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News and events

News & events

VCU providing the science for critical public policies

November 9, 2012

The Inger and Walter Rice Center for Environmental Life Sciences is becoming internationally known for its scientific research. At the same time we recognize the importance of the application of this science - particularly in how we inform public policy related to river ecosystems, their watersheds and the conservation of species that inhabit those watersheds. The VCU Rice Center understands the importance of collaborating with other institutions and agencies to further our programs and ensure the benefits of collaborative research. And it is through these close ties with other environmental agencies and universities that VCU's voice on these critical environmental issues is being heard.

A primary example of this relates to a major new study of the James River launched to investigate harmful algal blooms and their effects on water quality, living resources and human health. The six-year, $3 million dollar project will document the occurrence of algal blooms and their deleterious effects on the health of the James.

VCU and Rice Center researcher Dr. Paul Bukaveckas have been tapped by the Virginia Department of Environmental Quality to lead the Science Advisory Panel in developing a research strategy and interpreting the findings of the study. The project team includes faculty from VCU, Old Dominion University and the Virginia Institute of Marine Scientists, with a companion modeling project that includes experts from throughout the region. The project addresses a number of basic research elements that seek to identify causes of algal blooms as well as their harmful effects. The important applied aspects of the project are (1) evaluating the existing water quality standards for the tidal James to determine whether they are protective of human and ecosystem health and (2) developing a predictive model that can forecast improvements in water quality arising from anticipated nutrient load reductions.

This project brings together previously disparate research and monitoring efforts on the James and enhances collaboration among university researchers, regulatory agencies and diverse other stakeholders who have an interest not only in the health of the James but ultimately its effects on the Chesapeake Bay and the people living in the region who depend economically on the river and bay.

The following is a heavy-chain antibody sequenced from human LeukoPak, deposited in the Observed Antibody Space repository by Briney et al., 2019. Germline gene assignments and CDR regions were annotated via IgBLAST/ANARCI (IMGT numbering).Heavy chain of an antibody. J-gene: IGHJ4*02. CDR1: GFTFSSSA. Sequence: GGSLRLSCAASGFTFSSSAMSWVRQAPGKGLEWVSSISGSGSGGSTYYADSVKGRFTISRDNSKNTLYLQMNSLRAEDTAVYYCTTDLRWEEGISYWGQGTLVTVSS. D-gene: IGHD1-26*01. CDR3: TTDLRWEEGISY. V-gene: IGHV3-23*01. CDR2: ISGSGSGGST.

VCU will regularly present updates on this project to the DEQ’s James River Stakeholder Advisory Group as well as the EPA and the Virginia Office of the Secretary of Natural Resources. In addition, the lead researcher, VCU’s Dr. Paul Bukaveckas, will brief the Maryland Harmful Algal Blooms Task Force on this James River study in an effort to better collaborate with agencies working on other rivers affecting the bay. Bukaveckas will also present this study at the Virginia Environmental Conference at VMI in the spring.

VCU Rice Center personnel are also helping to improve regional fishery management policies, particularly those focused on Chesapeake Bay waters. Our fisheries scientists participate in several technical advisory groups, including Dr. Greg Garman on the Science and Technical Advisory Committee for the Chesapeake Bay and the Fisheries Management Goal Implementation Team. Results from applied research grants to the Rice Center have been used to help craft new or improved policies on topics ranging from control of invasive fishes to interactions between fish-eating birds and other predators (including humans) in the bay. Finally, Atlantic sturgeon researchers at the Rice Center are actively engaged in the development of a new Chesapeake Bay management plan for this federally endangered species.

Rice Center scientists are also having an impact outside of Virginia. Drs. Steve McIninch and Len Smock led a recently completed multi-year study of the impacts of flow regulation by a hydroelectric dam on the Roanoke River in North Carolina. The study focused on determining the impacts of short-term releases of large volumes of water during the production of electricity on fish and other organisms in the river. The results of the study are aiding Dominion, which operates the power station, in developing a report to the Federal Energy Regulatory Commission for relicensing of the station to continue producing energy.

In another ongoing project, our scientists are collaborating with researchers from the University of Messina in Sicily and the University of Cordoba in Spain on a project designed to provide a river management plan for the Alcantera River, which flows through the heartland of Sicily. The plan will be used by Sicilian environmental managers as they strive to protect this important water resource in a rapidly developing watershed with many economic and political pressures on its use and preservation.

Only in existence for a decade, the VCU Rice Center is clearly making its mark in environmental research and in the application of that research. The value of scientific research is to better our understanding of our environment and to apply that understanding to develop policies on the use of our abundant natural resources. As the VCU Rice Center engages in additional research efforts, increases its research collaborations and extends its geographic reach, our research will guide the development and implementation of new, more effective environmental policies that will have far reaching environmental, social and economic implications. 

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